KARACHI, Aug 7: Speakers at a seminar on Saturday paid rich tributes to the Bengali poet and thinker, Qazi Nazrul Islam, for his contribution to the Pakistan Movement and uplift of the downtrodden of the sub-continent.
Speakers, including those from Bangladesh, maintained that through his writings and poetry, Qazi reawakened the Muslims of the eastern part of India and made them to realize their national identity. He was a nationalist, who worked against the exploitative system and had humanistic approach, they noted.
The seminar on "Qazi Nazrul Islam and his contribution to Pakistan movement," organized by the department of Bengali of the Karachi University, was presided over by Mahmud Ali, a leader of the former East Pakistan, who preferred to stay in Pakistan after its dismemberment in 1971, presently a federal minister.
Among others, Sarkar Shahabuddin Ahmed, a well known writer, Anwar Zahid, a former minister, and Nurullah, a former parliamentarian of united Pakistan, all from Bangladesh, also graced the seminar.
Qazi Nazrul Islam, born in a poor family in a village in West Bengal in 1899, having a predilection for the spiritual world from his childhood, also wrote stories and songs using together Urdu, Bengali, Persian and Arabic expressions. During his services in a Bengal infantry, he also visited Karachi, where he learnt modalities of Persian and Arabic languages from a moulana from the Punjab in the infantry. He died in 1976 in Dhaka, Bangladesh.
In his presidential remarks, Mr Mahmud Ali said that Qazi's poetry was meant for the Pakistan Movement and creating awareness among the Muslims of India. His work and services for the Muslims would be remembered for long, he added.
Had the constitutional injunction of maintaining two state languages, Urdu and Bengali, in the country been observed by the rulers and politicians, the division of Pakistan could have been averted, he said, adding that the aims of creation of Pakistan could be achieved even today by developing a coordination between Pakistan and Bangladesh.
The dean of the arts faculty of the university, Dr Abuzar Wajidi, said Qazi worked for the uplift of masses and not used his poetry as tool to please elite circles. He called for establishment of Nazrul Chair at the Bengali department.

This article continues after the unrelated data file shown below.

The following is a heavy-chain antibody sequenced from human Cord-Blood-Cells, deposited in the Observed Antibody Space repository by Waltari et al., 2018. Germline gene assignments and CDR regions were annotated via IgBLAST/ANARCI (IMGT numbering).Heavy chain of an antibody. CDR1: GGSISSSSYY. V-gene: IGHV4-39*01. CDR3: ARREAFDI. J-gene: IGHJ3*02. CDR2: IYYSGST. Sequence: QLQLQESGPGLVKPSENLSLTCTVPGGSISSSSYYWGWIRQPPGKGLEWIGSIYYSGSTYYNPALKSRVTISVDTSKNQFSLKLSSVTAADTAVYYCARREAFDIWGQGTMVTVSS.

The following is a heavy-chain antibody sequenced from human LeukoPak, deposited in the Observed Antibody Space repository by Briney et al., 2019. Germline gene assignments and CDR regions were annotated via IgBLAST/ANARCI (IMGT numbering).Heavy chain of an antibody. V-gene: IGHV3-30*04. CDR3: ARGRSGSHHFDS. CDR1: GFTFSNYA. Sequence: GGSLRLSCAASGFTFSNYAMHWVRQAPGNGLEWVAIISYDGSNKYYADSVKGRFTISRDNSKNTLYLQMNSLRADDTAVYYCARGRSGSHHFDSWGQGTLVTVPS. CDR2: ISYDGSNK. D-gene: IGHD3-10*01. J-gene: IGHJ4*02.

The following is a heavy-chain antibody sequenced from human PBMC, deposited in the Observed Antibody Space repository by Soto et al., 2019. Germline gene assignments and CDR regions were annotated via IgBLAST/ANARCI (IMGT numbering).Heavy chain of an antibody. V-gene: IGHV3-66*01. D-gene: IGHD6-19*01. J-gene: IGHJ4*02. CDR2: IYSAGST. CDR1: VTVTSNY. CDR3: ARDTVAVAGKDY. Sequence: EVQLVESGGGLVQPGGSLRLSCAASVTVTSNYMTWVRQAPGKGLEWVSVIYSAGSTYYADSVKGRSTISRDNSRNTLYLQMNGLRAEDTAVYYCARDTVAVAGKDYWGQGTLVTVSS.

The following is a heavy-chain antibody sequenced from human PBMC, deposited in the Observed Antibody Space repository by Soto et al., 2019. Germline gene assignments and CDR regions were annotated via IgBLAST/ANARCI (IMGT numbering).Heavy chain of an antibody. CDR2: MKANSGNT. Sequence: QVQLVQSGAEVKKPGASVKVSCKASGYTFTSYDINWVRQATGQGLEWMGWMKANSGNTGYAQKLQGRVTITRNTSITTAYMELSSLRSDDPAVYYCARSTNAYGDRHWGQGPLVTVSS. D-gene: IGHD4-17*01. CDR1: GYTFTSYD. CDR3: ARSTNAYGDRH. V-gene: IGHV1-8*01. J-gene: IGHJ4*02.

A visiting scholar from Bangladesh, Sarkar Shahabuddin, presented a comparison of Tagore and Qazi, and maintained that despite being a Muslim Nazrul's poetry was universal in nature. He always defended and safeguarded the national interest, he added.
Introducing Qazi, the national poet of Bangladesh, the in charge of the KU Bengali department, M Abu Tayyab Khan, said that he roamed about the countryside with his followers with his songs, music and inspiring dances. Through the magic of his writing he tried to drive away the feelings of inferiority among the Muslims and unified them.
The chairman of the KU Public Administration department, Dr Syed Humayun, said that though Qazi was generally known as a poet and story writer, he was also a good music composer, who gave music for films as well. He started writing when the Bengali literature was dominated by Rabinder Nath Tagore, but he gave style to Bengali language and incorporated many Persian and Urdu words in it.
Prof Sahar Ansari, former chairman of the KU Urdu department, said Qazi was one of the greatest poets of the first half of the 20th century, who promoted a new poetic trend. He was sensitive to his culture, religion and believed in human equality, he added.
Prof Ansari said that Qazi also translated the poetry of Umer Khayyam and Hafiz Sheerazi in Bengali language. He rendered some Urdu translations of Qazi's works, including Virodhi, Kamal Pasha, undertaken in early decades of the 20th century.
Dr Talat A Wizarat of the International Relations department said that Qazi was a visionary poet and the Muslim Ummah could benefit from his works even today. His was a towering personality, whose poetry had a political dimension also, in addition to mysticism and rebellious thinking.
Prof Tanveer Khalid, chairperson of the Political Science department, and a couple of students, including Mosihur Rehman, also spoke on the occasion.